If a farmer's barn is on fire, yet the farmer does not see it, does not want to see it, cannot see it or is too preoccupied to attend to the fire ----should the fire department not respond if they know the fire is burning?
If a Good Samaritan tries to tell the farmer that his barn is burning and yet the farmer smiles and does nothing or shrugs his shoulder and says "What do you think I should do?"--should the Good Samaritan call the fire service for the Farmer? Uh, Yes.
But what if the fire service dispatcher tells the Good Samaritan "We can't respond, you are not the owner of the barn, we must wait until the farmer calls us!" "You are not the owner of this barn!"
I ask these questions rhetorically and use an analogy to illustrate a problem--this blog entry is not about William Faulkner or Barn Burning or structure fires and emergency responses----It's about people trying to help students and bureaucrats getting annoyed by this.
Some parents do not know how to best advocate for their own children. Some parents want to do what is best for their children, but they often let things slip and do not make the right decision for their students--hoping and believing that the system will make sure their students are appropriately looked after.
And well-meaning staff do their best in most instances but even still sometimes mistakes are made. The wrong class is assigned, the wrong GPA is calculated, the wrong information is given, and the list goes on.
So what happens if a parent that is not necessarily sophisticated with the world of college eligibility requirements, GPA calculation, or academic scheduling asks another parent for help navigating the
bureaucracy of the system? What if this other parent has extensive knowledge in this area and is willing to help?
This sort of scenario recently played out and the student, thankfully, was given the schedule necessary to satisfy college requirements. But it took a lot of calls, school visits, emails, text messages, and significant gnashing of teeth to get this student's situation sorted-out.
Along the line, several administrators stated flatly that the other parent, the Good Samaritan if you will, could not help this parent navigate the system to fix scheduling and other issues--even if the student's parent requested this! A meeting was to be held, and the family friend that wanted to help was told she could not participate--administrators would not talk to her, only the student and the parent.
Well, that does not seem right to me so I asked the attorney about this: Specifically, I asked if administrators could tell a parent that such a parent could not bring another adult to a meeting to help with a school situation.
As I suspected, the answer is no. We can't tell a parent they can't bring a family friend to a meeting to assist them in getting services for their child. It is actually a state law. From attorney Donna Waters “in 2013, Sec. 1002.20 was amended to add a section which addresses a parent's right to bring another adult of their choice to a meeting with district personnel. While the bill was titled as being specific to ESE education, the language adopted and put into the statute was broad, apparently applying to all meetings.”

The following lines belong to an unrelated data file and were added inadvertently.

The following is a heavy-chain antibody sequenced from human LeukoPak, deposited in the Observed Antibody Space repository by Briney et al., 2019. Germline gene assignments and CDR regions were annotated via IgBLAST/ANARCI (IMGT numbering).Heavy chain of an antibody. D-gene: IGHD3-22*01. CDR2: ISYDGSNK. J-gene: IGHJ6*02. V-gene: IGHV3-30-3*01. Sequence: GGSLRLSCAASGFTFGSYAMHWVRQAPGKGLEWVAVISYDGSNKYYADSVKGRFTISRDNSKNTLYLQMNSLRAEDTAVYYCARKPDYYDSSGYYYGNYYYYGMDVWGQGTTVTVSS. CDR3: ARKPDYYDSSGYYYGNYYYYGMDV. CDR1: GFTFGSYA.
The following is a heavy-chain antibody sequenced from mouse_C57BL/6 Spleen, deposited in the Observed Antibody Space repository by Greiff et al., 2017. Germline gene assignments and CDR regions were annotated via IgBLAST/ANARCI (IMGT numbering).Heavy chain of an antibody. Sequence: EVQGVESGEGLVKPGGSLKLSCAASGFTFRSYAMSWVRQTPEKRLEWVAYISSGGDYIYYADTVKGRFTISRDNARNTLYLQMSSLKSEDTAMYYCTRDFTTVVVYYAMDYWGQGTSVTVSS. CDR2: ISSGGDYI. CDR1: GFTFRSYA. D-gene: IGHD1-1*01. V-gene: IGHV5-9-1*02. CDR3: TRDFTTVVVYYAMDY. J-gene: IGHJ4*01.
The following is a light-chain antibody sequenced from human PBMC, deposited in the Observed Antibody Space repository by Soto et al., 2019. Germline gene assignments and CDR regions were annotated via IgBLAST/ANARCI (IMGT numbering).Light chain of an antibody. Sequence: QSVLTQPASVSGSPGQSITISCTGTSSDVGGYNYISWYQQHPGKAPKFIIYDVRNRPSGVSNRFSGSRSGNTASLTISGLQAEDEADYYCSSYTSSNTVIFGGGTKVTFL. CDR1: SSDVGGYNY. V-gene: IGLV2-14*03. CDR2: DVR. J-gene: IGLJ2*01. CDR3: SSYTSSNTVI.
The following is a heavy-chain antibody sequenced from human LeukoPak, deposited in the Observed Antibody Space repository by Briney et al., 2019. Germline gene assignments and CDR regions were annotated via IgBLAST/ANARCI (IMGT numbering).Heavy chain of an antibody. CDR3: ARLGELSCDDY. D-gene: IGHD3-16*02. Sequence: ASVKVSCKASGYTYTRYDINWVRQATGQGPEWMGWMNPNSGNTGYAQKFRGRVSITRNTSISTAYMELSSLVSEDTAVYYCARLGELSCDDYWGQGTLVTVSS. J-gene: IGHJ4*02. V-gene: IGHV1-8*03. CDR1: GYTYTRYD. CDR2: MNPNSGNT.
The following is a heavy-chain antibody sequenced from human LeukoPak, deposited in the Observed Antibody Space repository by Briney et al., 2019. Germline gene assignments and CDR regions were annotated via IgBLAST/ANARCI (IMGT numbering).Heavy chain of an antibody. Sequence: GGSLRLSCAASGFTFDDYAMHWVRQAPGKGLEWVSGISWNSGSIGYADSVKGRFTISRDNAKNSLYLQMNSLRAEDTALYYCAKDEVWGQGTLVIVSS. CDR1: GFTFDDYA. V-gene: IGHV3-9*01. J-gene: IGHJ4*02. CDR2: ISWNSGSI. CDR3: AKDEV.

The language of Section 1002.20(21) follows:
(21) PARENTAL INPUT AND MEETINGS.—
(a) Meetings with school district personnel.—Parents of public school students may be accompanied by another adult of their choice at a meeting with school district personnel. School district personnel may not object to the attendance of such adult or discourage or attempt to discourage, through an action, statement, or other means, the parents of students with disabilities from inviting another person of their choice to attend a meeting. Such prohibited actions include, but are not limited to, attempted or actual coercion or harassment of parents or students or retaliation or threats of consequences to parents or students.
1. Such meetings include, but are not limited to, meetings related to: the eligibility for exceptional student education or related services; the development of an individual family support plan (IFSP); the development of an individual education plan (IEP); the development of a 504 accommodation plan issued under s. 504 of the Rehabilitation Act of 1973; the transition of a student from early intervention services to other services; the development of postsecondary goals for a student with a disability and the transition services needed to reach those goals; and other issues that may affect the educational environment, discipline, or placement of a student with a disability.
2. The parents and school district personnel attending the meeting shall sign a document at the meeting’s conclusion which states whether any school district personnel have prohibited, discouraged, or attempted to discourage the parents from inviting a person of their choice to the meeting.